I've never been able to boast that I have sophisticated taste in music. When I was a young kid buying 45's, I would buy records by the Yardbirds and listen to the B sides, but most of my music taste throughout my life has been brought by people saying "Hey, take a listen to this." Except for the Beatles, which came along when I was nine, and were so huge a phenomenon that EVERYONE gave them a listen, I've never been a passionate follower of groundbreaking music, no matter how much at times I wanted to fancy myself one. In my early teens I listened to Jimi Hendrix and Led Zeppelin and Cream because my friends did. In my slightly later teens, my sister introduced me to the song stylings of Joni Mitchell, which in my near-constant state of adolescent depression, was kind of like giving downs to someone who's suicidal already. In college there was a lot of Pink Floyd and Billy Joel and Elton John's Goodbye Yellow Brick Road
album, until the boyfriend of one of my friends started visiting her on weekends with a bunch of his buddies, and she'd go off with some other boy she had a crush on, leaving me to listen to the Allman Bros. Band with these guys, one of whom would bring bottles of blackberry brandy, get drunk and end up crying because Duane Allman was dead.
I don't even want to TALK about some of the music I listened to in the late 1970's when I would go out, though I was an avid devotée of Mark Simone's groundbreaking (yes, really) Sunday morning new wave-driven radio show.
Then in 1983 Mr. Brilliant came along and introduced me to reggae and African pop music and Bèla Fleck and the Grateful Dead.
Aside from an avid and irrational affection for 1920's jazz which I can only attribute to past-life memories, the only music I "discovered" on my own was the Dave Matthews Band, whose Under the Table and Dreaming
CD I bought after we'd missed them at the 1993 H.O.R.D.E. festival show out at Waterloo Village, where we sat through the Scream Cheetah Wheelies and Big Head Todd and the Monsters in order to get to the Allman Bros. Band. That was when I understood how people would hear a band and say, "Yes. This is home."
So it was news to me last week, when reading about the death of Alex Chilton, that the former lead singer of the Box Tops and co-founder of Big Star (a band I've never heard) had had an influence on later bands that outweighed his own renown.
Many of the tributes have featured this video of Chilton at the ridiculous age of 16, with a voice like an old black bluesman, in a TV appearance with the Box Tops, singing one of the catchiest two-minute blue-eyed soul pop songs in history:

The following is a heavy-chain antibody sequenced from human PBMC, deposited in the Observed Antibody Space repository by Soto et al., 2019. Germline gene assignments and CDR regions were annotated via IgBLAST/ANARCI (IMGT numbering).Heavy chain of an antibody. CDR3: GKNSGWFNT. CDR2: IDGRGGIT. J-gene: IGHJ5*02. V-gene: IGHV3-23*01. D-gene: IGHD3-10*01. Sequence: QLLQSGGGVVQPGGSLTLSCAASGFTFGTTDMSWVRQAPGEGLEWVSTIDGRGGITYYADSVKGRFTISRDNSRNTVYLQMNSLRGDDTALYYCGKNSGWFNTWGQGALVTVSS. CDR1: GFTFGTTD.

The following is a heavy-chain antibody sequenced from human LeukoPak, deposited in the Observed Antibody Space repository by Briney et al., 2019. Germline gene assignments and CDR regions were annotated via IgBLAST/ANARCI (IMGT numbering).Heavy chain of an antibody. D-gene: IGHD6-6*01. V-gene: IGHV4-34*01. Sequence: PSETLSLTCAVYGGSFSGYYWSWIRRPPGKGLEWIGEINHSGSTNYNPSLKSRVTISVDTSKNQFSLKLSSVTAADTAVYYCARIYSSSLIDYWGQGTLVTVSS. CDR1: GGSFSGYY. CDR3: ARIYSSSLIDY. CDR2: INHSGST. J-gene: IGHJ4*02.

Like many video clips from that time, there's something profoundly weird about this performance -- the stiffness of the performance, its obvious lip- and instrument-syncing, its teenaged frontman glowering from under his eyebrows, seemingly in a vain attempt to look badass, and the sudden break into cheekiness on the part of the entire band, as if saying "Yes, we know this is ridiculous." But I can tell you that in 1967, you couldn't get away from that song for five minutes.
I've listened to some Big Star since then, and perhaps I've just hung out with too many music snobs in my day, for whom if it isn't a 20-minute jam or an art concept album it's crap. But I think we tend to understimate the lasting power of a really good, catchy pop song. The history of American popular music is full of these, from Alexander's Ragtime Band
to Losing My Religion
After reading about Chilton's influence, I wish I had something profound to say about his death last week at the age of 59, right before planning to leave for SXSW. But I'll just have to leave that to others.
I think there's a larger issue here, though, for those of us in this generation who used to listen to a guy sing "Hope I die before I get old" and think nothing of it. Because once you get past 50 and start staring old age in the face, you're too old to live fast, die young and leave a good-looking corpse. So many of the musicians we grew up listening to are gone, and many who are left, and who still tour, are mirrors of our own decline. They say you know you're getting old when you get your college newsletter and read the obituaries instead of the weddings. You also know you're getting old when the people who made the music that formed your own youth start paving the way for your own exit.